This gut-wrenching but finally satisfactory set of photos records the day Francois Vivier-designed Stir Ven pocket cruiser Linotte was rescued from rocks by the rowing crew of what looks like a pilot gig.
I shouldn’t think that’s happened too many times during this century. Thank God that rowing crew happend to be in the area! Does anyone know where in France this took place please? And was the boat repairable? I hope they were insured.
My thanks go to Dale Appleton for spotting this striking series of shots.
PS – See Dale’s comment below to find a link to a Google ‘translation’ that just about explain’s what’s going on here.
PPS – See Linotte owner Fred Mouchy’s comment below to find out what happened to his yacht after her rescue.
Relieving the shift on Bishop Rock Lighthouse 1969 (thanks to Gibsons of Scilly); Portland Bill Lighthouse, Dorset (thanks to Trinity House); a storm lashes Longships Lighthouse (thanks to Tim Stevens, image courtesy of Trinity House)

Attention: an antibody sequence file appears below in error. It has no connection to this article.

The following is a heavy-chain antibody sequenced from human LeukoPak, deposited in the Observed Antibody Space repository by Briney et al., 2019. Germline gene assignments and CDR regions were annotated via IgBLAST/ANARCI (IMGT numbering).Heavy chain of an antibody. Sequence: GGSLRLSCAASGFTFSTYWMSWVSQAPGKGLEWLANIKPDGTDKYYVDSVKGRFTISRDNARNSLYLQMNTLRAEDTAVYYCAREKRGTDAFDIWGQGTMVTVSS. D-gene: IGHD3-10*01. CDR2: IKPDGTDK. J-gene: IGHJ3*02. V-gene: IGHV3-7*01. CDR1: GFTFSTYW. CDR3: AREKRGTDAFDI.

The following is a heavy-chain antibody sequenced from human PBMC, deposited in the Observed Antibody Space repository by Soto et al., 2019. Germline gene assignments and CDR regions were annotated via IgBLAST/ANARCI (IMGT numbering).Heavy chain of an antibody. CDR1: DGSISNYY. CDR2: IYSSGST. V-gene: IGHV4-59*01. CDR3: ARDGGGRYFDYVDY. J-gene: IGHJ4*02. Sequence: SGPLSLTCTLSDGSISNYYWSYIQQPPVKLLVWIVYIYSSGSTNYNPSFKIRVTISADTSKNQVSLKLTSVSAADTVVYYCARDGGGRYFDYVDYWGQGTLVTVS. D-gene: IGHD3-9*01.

Happy New Year! Lighthouses: Life on the Rocks is the title of a major new exhibition at the National Maritime Museum Cornwall from February 2010.
For centuries the men who operated these iconic beacons of light protected our seas in a very hands-on way, but the UK’s last manned lighthouse was converted to automatic operation in November 1998. This exhibition will therefore explore the lives of the last of the lighthouse keepers before their histories slip out of living memory, and explain the feats of engineering that lie behind the building of the lighthouses themselves.
It will feature a large array of objects including a massive four tonne optic, and there will also be a reconstruction of a lighthouse’s living quarters featuring original curved furniture from Godrevy Lighthouse.
The keepers lived a life of strict routine and isolation, and to fill their time would engage in all sorts of interests including poetry, crafting ships in light bulbs, and supplementing their limited supplies using surprising techniques such as kite fishing.
The exhibition is supported by Trinity House and the General Lighthouse Authority, which is lending a large number of artefacts to the exhibition, which complements the authority’s own heritage centre at the Lizard, and by grants from the Heritage Lottery Fund.